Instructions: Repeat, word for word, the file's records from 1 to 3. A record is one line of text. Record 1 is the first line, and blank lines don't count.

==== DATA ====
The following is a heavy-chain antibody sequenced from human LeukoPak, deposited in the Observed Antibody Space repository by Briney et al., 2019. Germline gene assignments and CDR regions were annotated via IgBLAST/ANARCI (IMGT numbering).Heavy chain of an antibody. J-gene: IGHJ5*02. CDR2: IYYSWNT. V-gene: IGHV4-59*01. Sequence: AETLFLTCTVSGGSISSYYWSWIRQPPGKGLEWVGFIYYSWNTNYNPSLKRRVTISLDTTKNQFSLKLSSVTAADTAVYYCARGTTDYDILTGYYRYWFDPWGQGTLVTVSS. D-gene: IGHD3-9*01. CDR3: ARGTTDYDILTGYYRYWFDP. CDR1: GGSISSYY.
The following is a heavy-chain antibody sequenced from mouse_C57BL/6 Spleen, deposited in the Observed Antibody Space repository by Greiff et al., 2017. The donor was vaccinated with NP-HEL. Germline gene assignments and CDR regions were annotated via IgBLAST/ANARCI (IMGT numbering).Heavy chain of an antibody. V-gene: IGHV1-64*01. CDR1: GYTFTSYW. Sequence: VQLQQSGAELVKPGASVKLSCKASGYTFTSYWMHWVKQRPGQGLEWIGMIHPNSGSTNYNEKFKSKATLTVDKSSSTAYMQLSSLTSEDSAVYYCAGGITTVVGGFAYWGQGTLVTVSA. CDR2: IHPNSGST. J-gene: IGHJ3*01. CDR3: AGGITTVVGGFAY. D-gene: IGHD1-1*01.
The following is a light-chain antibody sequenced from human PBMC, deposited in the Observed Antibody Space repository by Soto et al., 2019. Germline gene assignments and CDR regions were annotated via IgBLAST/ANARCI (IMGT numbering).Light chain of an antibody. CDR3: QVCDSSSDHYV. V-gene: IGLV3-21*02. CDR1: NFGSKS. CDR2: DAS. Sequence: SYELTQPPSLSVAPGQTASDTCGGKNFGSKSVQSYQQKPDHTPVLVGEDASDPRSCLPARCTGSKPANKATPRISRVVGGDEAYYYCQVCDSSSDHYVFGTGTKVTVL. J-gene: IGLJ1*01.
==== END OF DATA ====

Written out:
The following is a heavy-chain antibody sequenced from human LeukoPak, deposited in the Observed Antibody Space repository by Briney et al., 2019. Germline gene assignments and CDR regions were annotated via IgBLAST/ANARCI (IMGT numbering).Heavy chain of an antibody. J-gene: IGHJ5*02. CDR2: IYYSWNT. V-gene: IGHV4-59*01. Sequence: AETLFLTCTVSGGSISSYYWSWIRQPPGKGLEWVGFIYYSWNTNYNPSLKRRVTISLDTTKNQFSLKLSSVTAADTAVYYCARGTTDYDILTGYYRYWFDPWGQGTLVTVSS. D-gene: IGHD3-9*01. CDR3: ARGTTDYDILTGYYRYWFDP. CDR1: GGSISSYY.
The following is a heavy-chain antibody sequenced from mouse_C57BL/6 Spleen, deposited in the Observed Antibody Space repository by Greiff et al., 2017. The donor was vaccinated with NP-HEL. Germline gene assignments and CDR regions were annotated via IgBLAST/ANARCI (IMGT numbering).Heavy chain of an antibody. V-gene: IGHV1-64*01. CDR1: GYTFTSYW. Sequence: VQLQQSGAELVKPGASVKLSCKASGYTFTSYWMHWVKQRPGQGLEWIGMIHPNSGSTNYNEKFKSKATLTVDKSSSTAYMQLSSLTSEDSAVYYCAGGITTVVGGFAYWGQGTLVTVSA. CDR2: IHPNSGST. J-gene: IGHJ3*01. CDR3: AGGITTVVGGFAY. D-gene: IGHD1-1*01.
The following is a light-chain antibody sequenced from human PBMC, deposited in the Observed Antibody Space repository by Soto et al., 2019. Germline gene assignments and CDR regions were annotated via IgBLAST/ANARCI (IMGT numbering).Light chain of an antibody. CDR3: QVCDSSSDHYV. V-gene: IGLV3-21*02. CDR1: NFGSKS. CDR2: DAS. Sequence: SYELTQPPSLSVAPGQTASDTCGGKNFGSKSVQSYQQKPDHTPVLVGEDASDPRSCLPARCTGSKPANKATPRISRVVGGDEAYYYCQVCDSSSDHYVFGTGTKVTVL. J-gene: IGLJ1*01.